There are many business books that describe some very witchy practices, even though you’d never know it if you weren’t a witch yourself.
One of these practices is called “visualization”, a form of meditation where you imagine in your mind’s eye what you want to achieve or get good at. You’ve probably done this a time or two in front of your altar. And guess what? Lots of other successful salespeople, CEOs, and athletes use this same technique to increase their chances of performing well in their high-pressure moments.
Another idea that shows up in business books is the practice of goal-setting. In witchcraft, we often refer to it as “intention-setting”. It’s basically the same exact thing.
Books that cover these topics are The Psychology of Selling by Brian Tracy, and Talent is Overrated by Geoff Colvin.
Tip #4: Keep the communication going both ways
When you tell your loved ones that you’re a witch, they might go completely silent and just stare at you. If this happens, try to keep the conversation going. Ask if they have any questions. Because there are so many misconceptions about what it means to be a witch, you can use this as an opportunity to dispel some of these myths. Ask what they think of when you say you’re a witch. Ask if they have any fears about your witchcraft. If they’re religious, explain how witchcraft can be paired with any religious, and ask if they have any questions about that. Just keep the conversation going as long as it feels good to you.
Tip # 5: Detach from the outcome
It’s so hard to give up control sometimes, and there are a lot of things out of your control when you decide to talk about your witchcraft with your non-witchy loved ones.
The way to make this easier on yourself is to detach from the outcome. Don’t sit around for hours worrying about what they’ll say. Don’t plan the conversation line by line. Don’t try to guess how your loved ones will react.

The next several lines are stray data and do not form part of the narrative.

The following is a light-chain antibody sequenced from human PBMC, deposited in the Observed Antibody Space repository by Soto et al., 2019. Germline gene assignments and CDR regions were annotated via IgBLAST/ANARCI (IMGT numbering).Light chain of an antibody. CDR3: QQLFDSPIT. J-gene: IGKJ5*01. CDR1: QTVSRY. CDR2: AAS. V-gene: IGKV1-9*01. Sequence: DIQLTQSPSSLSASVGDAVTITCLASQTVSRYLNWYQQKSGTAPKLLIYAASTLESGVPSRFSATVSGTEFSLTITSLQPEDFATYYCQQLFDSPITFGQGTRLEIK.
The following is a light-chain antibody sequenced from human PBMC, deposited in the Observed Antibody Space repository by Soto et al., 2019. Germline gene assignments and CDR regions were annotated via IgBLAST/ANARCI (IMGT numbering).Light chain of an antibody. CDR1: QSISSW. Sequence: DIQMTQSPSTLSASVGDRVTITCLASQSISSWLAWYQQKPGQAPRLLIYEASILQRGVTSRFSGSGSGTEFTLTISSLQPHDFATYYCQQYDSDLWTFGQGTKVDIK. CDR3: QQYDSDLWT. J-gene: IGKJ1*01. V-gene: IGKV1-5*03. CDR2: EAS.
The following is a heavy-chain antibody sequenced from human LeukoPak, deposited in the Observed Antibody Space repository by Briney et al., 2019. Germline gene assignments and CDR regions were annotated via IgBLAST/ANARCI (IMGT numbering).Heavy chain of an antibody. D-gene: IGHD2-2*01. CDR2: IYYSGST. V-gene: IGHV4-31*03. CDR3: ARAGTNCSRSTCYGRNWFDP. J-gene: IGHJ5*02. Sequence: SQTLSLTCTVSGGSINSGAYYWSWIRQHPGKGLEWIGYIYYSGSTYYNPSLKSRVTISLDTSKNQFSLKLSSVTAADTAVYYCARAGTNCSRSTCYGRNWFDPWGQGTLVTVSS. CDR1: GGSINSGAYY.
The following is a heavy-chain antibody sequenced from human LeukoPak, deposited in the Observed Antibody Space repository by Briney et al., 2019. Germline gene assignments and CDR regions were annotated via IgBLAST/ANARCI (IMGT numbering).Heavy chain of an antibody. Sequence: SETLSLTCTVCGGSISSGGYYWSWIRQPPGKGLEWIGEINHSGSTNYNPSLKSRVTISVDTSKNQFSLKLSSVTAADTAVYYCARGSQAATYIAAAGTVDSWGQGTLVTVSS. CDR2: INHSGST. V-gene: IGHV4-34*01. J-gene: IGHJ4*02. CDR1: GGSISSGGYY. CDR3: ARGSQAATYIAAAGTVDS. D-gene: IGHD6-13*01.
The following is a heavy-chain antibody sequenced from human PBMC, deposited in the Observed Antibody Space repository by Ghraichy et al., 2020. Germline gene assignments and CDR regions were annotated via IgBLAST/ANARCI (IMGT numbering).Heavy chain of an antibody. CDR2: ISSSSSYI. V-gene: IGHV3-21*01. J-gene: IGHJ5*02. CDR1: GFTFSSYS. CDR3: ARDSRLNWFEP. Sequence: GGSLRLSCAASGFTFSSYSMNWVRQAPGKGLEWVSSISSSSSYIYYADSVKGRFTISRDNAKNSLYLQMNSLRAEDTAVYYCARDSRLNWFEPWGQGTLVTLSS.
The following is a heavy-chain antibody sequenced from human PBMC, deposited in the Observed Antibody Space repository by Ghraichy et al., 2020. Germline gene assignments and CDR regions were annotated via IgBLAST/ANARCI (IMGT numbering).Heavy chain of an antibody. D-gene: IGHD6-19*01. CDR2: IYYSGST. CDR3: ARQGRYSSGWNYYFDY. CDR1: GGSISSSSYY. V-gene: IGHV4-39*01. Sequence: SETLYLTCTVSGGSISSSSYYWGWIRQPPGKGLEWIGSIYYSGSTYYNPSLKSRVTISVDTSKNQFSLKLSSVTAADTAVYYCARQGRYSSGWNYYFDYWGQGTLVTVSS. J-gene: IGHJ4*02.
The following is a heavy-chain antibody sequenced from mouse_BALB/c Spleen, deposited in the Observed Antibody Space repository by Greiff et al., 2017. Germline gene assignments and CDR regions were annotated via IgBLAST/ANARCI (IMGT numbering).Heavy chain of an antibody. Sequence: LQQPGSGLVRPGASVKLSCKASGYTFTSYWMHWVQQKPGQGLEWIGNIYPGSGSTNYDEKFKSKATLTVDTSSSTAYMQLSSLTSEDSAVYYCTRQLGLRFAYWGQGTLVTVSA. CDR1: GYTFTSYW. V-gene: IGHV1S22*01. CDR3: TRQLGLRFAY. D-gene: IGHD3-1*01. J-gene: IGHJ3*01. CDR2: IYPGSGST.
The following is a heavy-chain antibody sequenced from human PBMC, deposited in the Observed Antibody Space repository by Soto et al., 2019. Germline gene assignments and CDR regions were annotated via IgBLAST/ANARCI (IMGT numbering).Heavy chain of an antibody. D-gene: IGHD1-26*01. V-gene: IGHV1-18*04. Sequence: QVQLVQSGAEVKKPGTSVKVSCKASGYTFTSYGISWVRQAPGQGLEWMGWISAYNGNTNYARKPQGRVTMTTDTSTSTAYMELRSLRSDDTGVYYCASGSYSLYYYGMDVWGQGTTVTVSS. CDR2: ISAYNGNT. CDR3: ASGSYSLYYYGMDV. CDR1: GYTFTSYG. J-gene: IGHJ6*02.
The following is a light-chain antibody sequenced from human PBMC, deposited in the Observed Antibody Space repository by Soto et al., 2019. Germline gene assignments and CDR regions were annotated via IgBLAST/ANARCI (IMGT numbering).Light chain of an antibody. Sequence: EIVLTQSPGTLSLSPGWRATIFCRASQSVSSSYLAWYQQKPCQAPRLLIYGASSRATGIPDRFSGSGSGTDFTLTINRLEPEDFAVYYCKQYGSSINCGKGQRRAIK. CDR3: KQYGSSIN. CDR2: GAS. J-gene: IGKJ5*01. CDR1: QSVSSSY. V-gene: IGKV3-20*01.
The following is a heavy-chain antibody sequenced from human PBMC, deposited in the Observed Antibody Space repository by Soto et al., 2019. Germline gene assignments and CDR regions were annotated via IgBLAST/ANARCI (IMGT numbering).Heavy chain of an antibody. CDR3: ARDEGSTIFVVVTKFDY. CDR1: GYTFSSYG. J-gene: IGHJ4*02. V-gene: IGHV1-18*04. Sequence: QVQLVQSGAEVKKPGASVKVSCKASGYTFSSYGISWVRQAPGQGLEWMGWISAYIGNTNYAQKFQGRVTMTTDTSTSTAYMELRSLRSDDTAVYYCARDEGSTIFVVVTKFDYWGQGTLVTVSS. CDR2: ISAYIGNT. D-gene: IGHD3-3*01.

Be brave, be loving, and trust that the right words will come to you when you need them.
If your loved ones don’t take it so well, that’s ok. Congratulate yourself for being vulnerable and being willing to share a part of yourself with the people you love.
By doing this, you are giving them the honor of seeing all of you, so that they can choose to love all of you.
If you sense any kind of rejection from them when you’re having this conversation, remind yourself that the rejection is coming from that person’s own limiting beliefs and emotional wounding. Their rejection is not your rejection. Their shame, anger, or fear is not yours to hold onto. Focus on holding energetic space for your loved ones during this conversation while still maintaining your own personal boundaries.
Tip #6: Cultivate an attitude of compassion for yourself
You might intend to have a calm, respectful, productive conversation about witchcraft with your non-witchy loved ones, but things don’t always go as you planned. Emotions are powerful things, and when you’re being vulnerable with the most important people in your life, you might lose your cool a few times.
If the conversation gets a little heated, take a moment to breathe, and try again. Be compassionate with yourself. Forgive yourself. Don’t beat yourself up for saying the wrong thing, or getting upset. That stuff can be part of healthy communication as well. Remind yourself, that you’re doing the best you can, and guide your mind back to the love you have for these people.
Honor Yourself If You Don’t Want To Tell Anyone
No one ever said you had to shout it from the rooftops that you’re a witch. You can go right on practicing without a single person in your life knowing it. As a witch, you are free to be secretive or free to share with the world.
All witches have a different group of family and friends surrounding them. For some witches, letting their loved ones in on their practice would cause more harm than good. Other witches might worry about judgment from co-workers, neighbors, or friends. If you’re reading this and thinking, “there’s no way I would ever let my aunt find out about my magic”, honor that thought.
There is nothing wrong with that. There’s absolutely no need to force yourself into telling people. You’re not a “better” witch if you tell people. You’re not more spiritual or more powerful because of your decision one way or the other.
This is simply a personal choice that you can make. Your intuition will always have the answer. Trust that. It will never lead you wrong.